Reading well into the night.

Yes, we all have done it at some time, read well past our bedtimes, and then felt sorry for it the next morning, waking with crud encrusted eyes, sore necks and a pain in our backs, trying hard to focus our eyes further than the 18 inches we held the book away from our faces the night before.  And yet when anyone asks, we say something silly like, “I just didn’t sleep well” but we all know that’s not the truth, we’re addicted to reading, and can’t put the book(s) down for our own health.

And yet folks still tell me that books are not a drug, not a controlled substance, and we cannot possibly be addicted to something that is good for us.  Still, I read until about 4 in the morning, knowing full well that I had to get up at 7 to get ready for the day.  I *knew* I was going to suffer for the reading I did the night before, and still I couldn’t help myself.

So I did a little more reading this morning, some of the heavier sort, to see if I could understand addiction a little bit more.  I found out a bit about alcoholism, which can become addictive, and yet there appears to be only slight withdrawal symptoms, and those less than the withdrawal symptoms from caffeine addiction. I also found out that there appears to be no withdrawal symptoms when it came to reading, nor video game addiction, but both can be quite damaging while engaged in them.  According to most definitions, withdrawal symptoms are an important part of defining an addiction.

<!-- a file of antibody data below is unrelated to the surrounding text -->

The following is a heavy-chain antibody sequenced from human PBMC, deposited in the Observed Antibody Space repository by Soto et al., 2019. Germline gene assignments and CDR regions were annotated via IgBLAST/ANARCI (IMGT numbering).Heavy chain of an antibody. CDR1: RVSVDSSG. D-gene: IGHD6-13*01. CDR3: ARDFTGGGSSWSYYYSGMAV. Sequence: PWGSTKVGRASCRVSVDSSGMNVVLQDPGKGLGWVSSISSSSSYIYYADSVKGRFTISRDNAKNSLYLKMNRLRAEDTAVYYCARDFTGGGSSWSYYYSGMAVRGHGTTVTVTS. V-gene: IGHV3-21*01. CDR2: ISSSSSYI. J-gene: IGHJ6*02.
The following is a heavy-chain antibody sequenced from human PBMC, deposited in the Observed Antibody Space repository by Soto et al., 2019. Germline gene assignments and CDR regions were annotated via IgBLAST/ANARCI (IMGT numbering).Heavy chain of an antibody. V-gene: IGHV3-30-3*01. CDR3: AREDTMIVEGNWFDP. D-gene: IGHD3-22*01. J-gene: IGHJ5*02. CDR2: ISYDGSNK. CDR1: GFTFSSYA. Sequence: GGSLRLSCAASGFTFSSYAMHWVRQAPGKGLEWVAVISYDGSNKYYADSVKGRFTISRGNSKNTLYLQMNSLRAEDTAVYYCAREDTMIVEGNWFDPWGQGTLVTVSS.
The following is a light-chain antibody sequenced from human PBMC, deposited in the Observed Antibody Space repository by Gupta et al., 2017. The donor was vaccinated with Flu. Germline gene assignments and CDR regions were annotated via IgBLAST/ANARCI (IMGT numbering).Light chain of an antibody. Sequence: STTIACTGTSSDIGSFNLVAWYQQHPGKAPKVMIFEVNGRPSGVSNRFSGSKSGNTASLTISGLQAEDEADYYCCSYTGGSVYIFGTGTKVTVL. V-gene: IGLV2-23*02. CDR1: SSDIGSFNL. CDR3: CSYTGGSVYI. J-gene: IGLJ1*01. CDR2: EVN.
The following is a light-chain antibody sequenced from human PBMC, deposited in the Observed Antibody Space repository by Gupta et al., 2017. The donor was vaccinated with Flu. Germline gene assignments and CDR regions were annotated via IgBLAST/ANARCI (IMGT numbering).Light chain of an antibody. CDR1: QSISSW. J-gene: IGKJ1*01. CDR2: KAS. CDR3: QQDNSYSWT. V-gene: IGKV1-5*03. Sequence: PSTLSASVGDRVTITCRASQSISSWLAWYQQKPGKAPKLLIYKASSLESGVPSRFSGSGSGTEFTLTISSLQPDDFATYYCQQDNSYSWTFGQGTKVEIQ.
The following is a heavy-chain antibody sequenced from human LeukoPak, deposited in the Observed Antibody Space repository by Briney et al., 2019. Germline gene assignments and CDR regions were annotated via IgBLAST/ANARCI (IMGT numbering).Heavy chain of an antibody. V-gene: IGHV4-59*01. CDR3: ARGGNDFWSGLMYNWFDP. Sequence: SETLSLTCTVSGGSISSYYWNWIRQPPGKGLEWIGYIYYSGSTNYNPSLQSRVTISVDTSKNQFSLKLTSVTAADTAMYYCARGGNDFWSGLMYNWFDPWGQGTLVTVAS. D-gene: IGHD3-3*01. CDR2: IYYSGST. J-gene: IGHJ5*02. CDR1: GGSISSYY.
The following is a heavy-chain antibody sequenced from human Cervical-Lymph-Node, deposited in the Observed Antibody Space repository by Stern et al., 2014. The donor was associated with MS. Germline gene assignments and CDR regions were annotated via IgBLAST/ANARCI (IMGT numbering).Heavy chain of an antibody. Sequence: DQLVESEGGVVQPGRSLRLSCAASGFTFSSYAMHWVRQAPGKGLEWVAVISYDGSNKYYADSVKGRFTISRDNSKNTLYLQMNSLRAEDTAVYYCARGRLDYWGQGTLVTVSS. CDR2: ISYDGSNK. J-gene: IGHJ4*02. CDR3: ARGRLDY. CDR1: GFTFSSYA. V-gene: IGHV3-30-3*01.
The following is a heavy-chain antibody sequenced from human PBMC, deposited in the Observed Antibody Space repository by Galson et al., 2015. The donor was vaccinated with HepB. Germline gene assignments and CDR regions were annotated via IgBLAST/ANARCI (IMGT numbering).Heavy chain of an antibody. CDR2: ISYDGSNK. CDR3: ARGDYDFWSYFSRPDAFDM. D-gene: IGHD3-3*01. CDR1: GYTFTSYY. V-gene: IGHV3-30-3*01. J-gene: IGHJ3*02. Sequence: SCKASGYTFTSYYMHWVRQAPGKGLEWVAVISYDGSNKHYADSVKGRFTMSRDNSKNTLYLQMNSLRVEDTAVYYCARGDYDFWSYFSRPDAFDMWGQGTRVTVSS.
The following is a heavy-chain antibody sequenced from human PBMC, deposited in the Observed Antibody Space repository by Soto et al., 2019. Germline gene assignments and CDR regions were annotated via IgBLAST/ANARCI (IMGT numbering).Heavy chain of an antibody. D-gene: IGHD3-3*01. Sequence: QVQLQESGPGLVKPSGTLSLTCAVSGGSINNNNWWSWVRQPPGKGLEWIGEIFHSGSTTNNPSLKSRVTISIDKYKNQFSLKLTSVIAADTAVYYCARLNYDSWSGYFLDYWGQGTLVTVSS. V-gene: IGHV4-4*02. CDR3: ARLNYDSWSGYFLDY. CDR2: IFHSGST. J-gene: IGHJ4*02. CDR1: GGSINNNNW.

But there in the Journal of Medicine I was reading this morning I came across this:

Habitual psychological and physiological dependence on a substance or practice beyond one’s voluntary control.

Which, I think, defines the addicted reader perfectly.  It’s impossible for an addicted reader not to read, and he will read cereal boxes if he has to in order to get that reading fix.

That being said, I’ve not written for 2 weeks because I’ve been horribly addicted to “A Song of Ice and Fire” series by George R. R. Martin.  I read through “A Game of Thrones” after having been loaned it from a good friend of mine (Cameron, you know who you are!) and then decided that I needed to own this series, and purchased the 4 book box set.

Side note about this particular boxed set, or the one I purchased at least, they were not in order..  🙁  What does it mean when you purchase a box set and they are not in order, you may make the mistake of starting to read the last one instead of the second.  Made for a confusing few chapters, to say the least.

But back to where I was going, the books are fantastically enthralling, and pull you deep into the world of the 7 Kingdoms and the war among Kings.  They’re not small books by any stretch, about 1000 pages each, and they are quite difficult to put down, as I’ve found to my dismay, at 4am.

I am a stickler, I’ve started purchasing these books in paperback, and will continue the series in paperback, even knowing that the 5th book is out now in Hardcover, and I’m nearly done the box set already.  I will wait, as I’m waiting for the 3rd book from Stieg Larsson, and The Girl who kicked a hornets nest.

In the meanwhile, I’ll have to satisfy my addiction with something else, or, perhaps, read a bit slower.